A love affair with sugar may not be tearing you apart, but it could be taking your energy levels for a roller-coaster ride.
In pursuit of a higher energy level, Brittany Baez, 34, said she gave up foods she loves, such as bread, pancakes, pasta and ice cream, because they were leaving her feeling tired and bloated.
“I don’t want to continue to feel that,” said Baez, who works at the front desk of Mercy Family Medicine.
She was interested in boosting her energy because she has three daughters, ages 2, 4 and 5.
Baez is one of the more than 2,000 people who have participated in a 21-day sugar detox program through Mercy Regional Medical Center since it was started in 2015.
The program is based on the “21-Day Sugar Detox Daily Guide,” which calls for eliminating sugar and processed carbohydrates, such as bread and pasta, said Jolie Ensign, wellness coordinator at Mercy.
“Most of us are addicted to carbs and sugars, and we get immense cravings,” Ensign said.
The guide encourages participants to eat meats, vegetables, dairy and some nuts.
The program is offered multiple times a year online and in person to Mercy employees and the general public.
The diet is meant to reset the palate and can help end the roller-coaster effect eating sugar and carbohydrates can have on your blood sugar, Ensign said.
“Unhealthy blood sugar levels lead to high insulin, which leads to obesity, insulin resistance, diabetes and so on. Long-term effects of high levels of sugar include depression, anxiety, eczema/psoriasis, insomnia, infertility and, of course, Type 2 diabetes,” Ensign said in an email.
Sugar can light up the brain’s pleasure centers like a drug. However, cutting out all sugars and carbohydrates may not be the answer for everyone. It’s important to ask yourself what is more likely to work for you, Durango dietitian Mikel Love said.
“Are you one of those people who can check in with your habits?” she said. “Or do you need to have absolutes?”
Baez said she participated in the detox in the fall and noticed a big difference.
“I am a 30-something. I felt like a 20-something,” she said.
Earlier this month, on Day 4 of her second detox, she said she was still adjusting to her new diet, but it was going well.
“The first few days to a week can be uncomfortable at times,” she said of the detox.
She has been eating more vegetables, healthy fats and protein, she said. Her favorite dish has been roasted sweet potatoes with garlic and onions.
Some of the common reactions to the 21-day detox plan during the first few days include flu-like symptoms, nausea, fatigue, leg cramps and constipation, Ensign said.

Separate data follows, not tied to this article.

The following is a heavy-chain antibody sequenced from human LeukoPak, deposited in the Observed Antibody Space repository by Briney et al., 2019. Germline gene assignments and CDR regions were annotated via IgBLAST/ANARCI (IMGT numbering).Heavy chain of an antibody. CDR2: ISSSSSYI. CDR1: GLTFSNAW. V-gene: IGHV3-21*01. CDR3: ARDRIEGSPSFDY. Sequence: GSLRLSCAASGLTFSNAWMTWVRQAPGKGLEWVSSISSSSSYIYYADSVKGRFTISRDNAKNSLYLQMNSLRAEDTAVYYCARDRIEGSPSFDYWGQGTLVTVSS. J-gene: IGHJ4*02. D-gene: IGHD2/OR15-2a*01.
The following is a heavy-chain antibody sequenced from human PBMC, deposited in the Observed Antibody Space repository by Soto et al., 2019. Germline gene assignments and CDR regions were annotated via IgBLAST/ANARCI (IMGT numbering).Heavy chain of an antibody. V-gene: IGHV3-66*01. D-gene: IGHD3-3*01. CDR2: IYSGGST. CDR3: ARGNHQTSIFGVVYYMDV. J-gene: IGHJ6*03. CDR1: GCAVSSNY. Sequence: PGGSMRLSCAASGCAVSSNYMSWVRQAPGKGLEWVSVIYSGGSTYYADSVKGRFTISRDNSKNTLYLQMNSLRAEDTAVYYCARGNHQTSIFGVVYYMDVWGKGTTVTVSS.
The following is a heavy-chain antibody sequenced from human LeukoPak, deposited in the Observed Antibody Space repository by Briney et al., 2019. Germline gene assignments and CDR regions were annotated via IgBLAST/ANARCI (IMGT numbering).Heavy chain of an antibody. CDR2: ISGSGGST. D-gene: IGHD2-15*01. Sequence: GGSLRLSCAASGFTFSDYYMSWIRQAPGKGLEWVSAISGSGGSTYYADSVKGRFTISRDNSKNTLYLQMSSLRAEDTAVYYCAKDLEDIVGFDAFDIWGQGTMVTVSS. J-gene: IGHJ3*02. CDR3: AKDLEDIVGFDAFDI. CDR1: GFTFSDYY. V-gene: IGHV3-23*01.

Foods rich in carbohydrates can increase water retention in the body, and when they are replaced with foods high in healthy protein and fat, the body will excrete excess water, she said.
“This can result in dehydration and a lack of salt during the first couple weeks, resulting in flu-like symptoms,” she said.
Drinking more fluids or an electrolyte supplement can help ease those symptoms, she said
People who cut out just refined sugar from their diet will find they may be moody, tired and achy, Durango dietitian Fran Sutherlin said.
Typically after the first week, people who participate in the detox find their energy levels are more balanced, their thinking is clearer and they are not eating as much because they feel satisfied, Ensign said. The detox can also help participants identify some food allergies or sensitivities they may not realize they have, she said.
“People can do the detox over and over again, and they can definitely live it as a lifestyle,” she said.
At the end of the detox, the guide prepares participants to reintroduce some foods into their diet slowly, which allows them to test what effect those foods will have, Ensign said.
People who can cut refined sugar out of their diet for three to four weeks will find that foods high in sugar are too sweet, Sutherlin said.
“The more good stuff you eat, you crave it. That’s just how the body works,” she said.
An alternative to cutting sugar out of your diet completely is becoming more conscious of how much sugar is added to prepared foods, such a pasta sauce and frozen pizza, Love said.
“It can be shocking to start reading labels,” she said.
The average American consumes about 57 pounds of added sugar each year, according to the University of California San Francisco.
Ideally less than 5 percent of an adults daily calories, about 25 grams, should come from added sugar, according to the university.
Foods high in sugar are also easier to overeat, especially for those who struggle with emotional eating, Love said.
“When was the last time you overate salad because it was so good you couldn’t stop?” she said.
When her clients find themselves reaching for a Coke, or another high-sugar indulgence, Love suggests they pair it with a piece of cheese, which can buffer a blood-sugar spike and an accompanying low.
She also recommends starting a meal plan with a vegetable, even if you are making up dinner on the fly. For example, you can set out raw vegetables while you cook, so the vegetables don’t get left out of the meal entirely, she said.
“I believe there is not one diet that is the best diet for every human. ... What’s important is to figure out what fuels your body,” she said.